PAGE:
It’s the first day of finals week, which means I am getting roughly 6 emails per second from students who have just realized that they missed some key piece of information that I have shared with them no fewer than 9 times: in the syllabus, on the quiz over the syllabus, in the video of my explaining the syllabus that they can re-watch any time, in the transcript of that video, in the assignment, in the rubric to the assignment, in the announcement I put into our learning management system reminding them of the assignment, in the follow-up all-class email I sent to the whole class reminding them of the information, and, finally, two hours before the assignment is due and when I see that they still haven’t done it, in the targeted email reminder to all students who still have turned it in.
Which is why I need this post from my friends at Teaching is Intellectual:
I will add to this my own “how to” strategy for not snapping back with “It’s on the syllabus!”
When a student asks a question that has been explained clearly elsewhere in the class, I write back with a variation of this:
Screenshot the spot in the directions/syllabus/rubric that you are confused about, then send me the screenshot with your question about it. That way, I can make sure we are looking at the same document and are on the same page when I answer your question. You can screenshot something on a Mac using Cmd+Shift+4; on a PC, use the snipping tool. Attach is here using the paperclip icon, or paste it directly in the email.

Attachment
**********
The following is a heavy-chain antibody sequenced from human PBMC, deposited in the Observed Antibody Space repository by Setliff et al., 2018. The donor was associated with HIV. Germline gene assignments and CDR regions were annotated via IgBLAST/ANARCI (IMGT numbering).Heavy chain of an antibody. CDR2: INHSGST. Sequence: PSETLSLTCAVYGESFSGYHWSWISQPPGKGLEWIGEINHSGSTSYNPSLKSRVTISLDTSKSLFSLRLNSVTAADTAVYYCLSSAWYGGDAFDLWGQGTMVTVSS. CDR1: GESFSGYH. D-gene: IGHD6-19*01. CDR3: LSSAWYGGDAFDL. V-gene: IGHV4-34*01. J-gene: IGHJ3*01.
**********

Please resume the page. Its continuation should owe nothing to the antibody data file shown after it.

Most of the time, when a student is reminded that they have all the skills they need to answer their own question, they do.Only sometimes do they have a real question. And sometimes they have discovered an inconsistency in the syllabus, which I, of course, want them to draw to my attention so I can fix it.
What is most common is that, in their question, they are asking, “Am I okay? Is this going to end well? Do I belong here? Can I do this?” They need my reminder–in the form of taking their question seriously but also in helping them remember that they can navigate college expectations without my direct intervention–that they are worthy of their place in the classroom. That’s the real lesson they need to learn, and it’s my job, especially as a teacher at a public university serving mostly first-generation students, to teach it, even amid the busy-ness of finals.